February 22, 2010
The New York Times chooses bad poster children. Again.
Has anyone else noticed this tendency? The Times could be doing some really valuable on-the-ground reporting of the effects of the recession on everyday individual Americans who, despite working hard and doing everything right have found their lives, careers, health, and security unraveled by economic forces far beyond their control. But their reporters keep choosing to highlight really bad poster children. (I’m sure many people remember these two.)
I’m about to walk a really, really fine line of victim-blaming and mentally distinguishing the “deserving” from “undeserving” poor here. I know that.
Sunday’s article, “The New Poor: Millions of Unemployed Face Years Without Jobs,” about the mal-adaptability of our social safety net to long-term, intractable unemployment, profiles Jean Eisen, out of work for two years now. Her unemployment insurance extension just ran out for the second time. She’s doing without medication, getting groceries from the food pantry, and willing to do just about any job she’s able to do, no matter how menial. The 6-month unemployment rate of women in her age group has doubled since the early 1980’s, according to the article.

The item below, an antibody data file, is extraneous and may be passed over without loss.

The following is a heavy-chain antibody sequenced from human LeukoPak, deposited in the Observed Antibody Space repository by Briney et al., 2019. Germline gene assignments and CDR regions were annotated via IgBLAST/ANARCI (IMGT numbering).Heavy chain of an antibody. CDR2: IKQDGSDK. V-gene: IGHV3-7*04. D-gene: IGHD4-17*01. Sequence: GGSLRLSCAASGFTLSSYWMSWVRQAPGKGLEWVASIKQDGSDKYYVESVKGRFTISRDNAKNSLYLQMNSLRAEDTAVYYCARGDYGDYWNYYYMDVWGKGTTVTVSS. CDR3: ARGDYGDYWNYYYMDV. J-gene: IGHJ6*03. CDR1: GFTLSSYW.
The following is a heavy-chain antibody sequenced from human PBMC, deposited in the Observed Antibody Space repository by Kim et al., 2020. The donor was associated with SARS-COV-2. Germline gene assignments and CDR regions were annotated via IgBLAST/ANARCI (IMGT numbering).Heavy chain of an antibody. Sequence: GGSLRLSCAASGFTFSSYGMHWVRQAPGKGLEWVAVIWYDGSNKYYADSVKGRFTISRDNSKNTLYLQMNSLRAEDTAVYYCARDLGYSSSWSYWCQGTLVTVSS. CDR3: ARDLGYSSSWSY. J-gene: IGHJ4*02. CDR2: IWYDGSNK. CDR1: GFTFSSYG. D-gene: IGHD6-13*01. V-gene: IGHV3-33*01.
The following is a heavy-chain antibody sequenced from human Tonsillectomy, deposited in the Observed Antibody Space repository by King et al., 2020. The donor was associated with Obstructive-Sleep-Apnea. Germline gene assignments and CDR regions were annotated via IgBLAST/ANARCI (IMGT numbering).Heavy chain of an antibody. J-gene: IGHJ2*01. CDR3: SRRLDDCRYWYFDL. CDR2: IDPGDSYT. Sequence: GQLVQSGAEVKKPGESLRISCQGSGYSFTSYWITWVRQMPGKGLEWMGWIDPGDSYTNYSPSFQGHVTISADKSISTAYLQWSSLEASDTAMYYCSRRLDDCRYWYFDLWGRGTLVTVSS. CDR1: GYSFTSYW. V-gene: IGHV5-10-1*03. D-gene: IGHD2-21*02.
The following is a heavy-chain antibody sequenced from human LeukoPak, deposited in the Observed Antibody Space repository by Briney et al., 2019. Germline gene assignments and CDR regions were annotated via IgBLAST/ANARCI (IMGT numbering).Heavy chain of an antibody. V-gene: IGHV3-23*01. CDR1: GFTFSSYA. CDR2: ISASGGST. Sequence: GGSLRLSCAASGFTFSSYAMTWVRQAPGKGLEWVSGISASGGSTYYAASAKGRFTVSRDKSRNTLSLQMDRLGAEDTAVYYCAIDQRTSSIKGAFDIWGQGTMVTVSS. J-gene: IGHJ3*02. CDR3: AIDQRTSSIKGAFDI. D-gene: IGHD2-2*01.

My heart was with her, until this line: “She and her husband now settle their bills with only his $1,595 monthly disability check. The rent on their apartment is $1,380.”
Okay. I don’t know what cost of living is like in southern California, but there are 1-bedroom apartments cheaper than that in NYC. And $1,595 is more than I usually make per month working. And up until recently, when the latest extension expired, she was also getting $702 biweekly from unemployment. I understand it takes money to move, plus deposit and first month’s rent, but seriously? It sounds like these people showed no forethought whatsoever much, much earlier in their unemployment, when they would’ve still had the cash to move to a cheaper apartment so as not to strain their savings with $1,400 rent.
After a trip to the food bank, she says “I’ve got 10 bags of pinto beans. And I have no clue how to cook a pinto bean.”